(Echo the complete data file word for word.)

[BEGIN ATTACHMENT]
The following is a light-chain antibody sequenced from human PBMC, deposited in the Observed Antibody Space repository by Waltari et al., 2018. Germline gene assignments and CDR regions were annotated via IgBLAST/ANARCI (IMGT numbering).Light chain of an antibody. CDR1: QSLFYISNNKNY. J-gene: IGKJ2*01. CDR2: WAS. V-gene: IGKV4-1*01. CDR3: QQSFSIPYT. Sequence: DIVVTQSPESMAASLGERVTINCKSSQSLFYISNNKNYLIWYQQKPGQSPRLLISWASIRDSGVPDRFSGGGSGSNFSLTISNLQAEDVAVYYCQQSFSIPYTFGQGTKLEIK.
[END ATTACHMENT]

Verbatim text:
The following is a light-chain antibody sequenced from human PBMC, deposited in the Observed Antibody Space repository by Waltari et al., 2018. Germline gene assignments and CDR regions were annotated via IgBLAST/ANARCI (IMGT numbering).Light chain of an antibody. CDR1: QSLFYISNNKNY. J-gene: IGKJ2*01. CDR2: WAS. V-gene: IGKV4-1*01. CDR3: QQSFSIPYT. Sequence: DIVVTQSPESMAASLGERVTINCKSSQSLFYISNNKNYLIWYQQKPGQSPRLLISWASIRDSGVPDRFSGGGSGSNFSLTISNLQAEDVAVYYCQQSFSIPYTFGQGTKLEIK.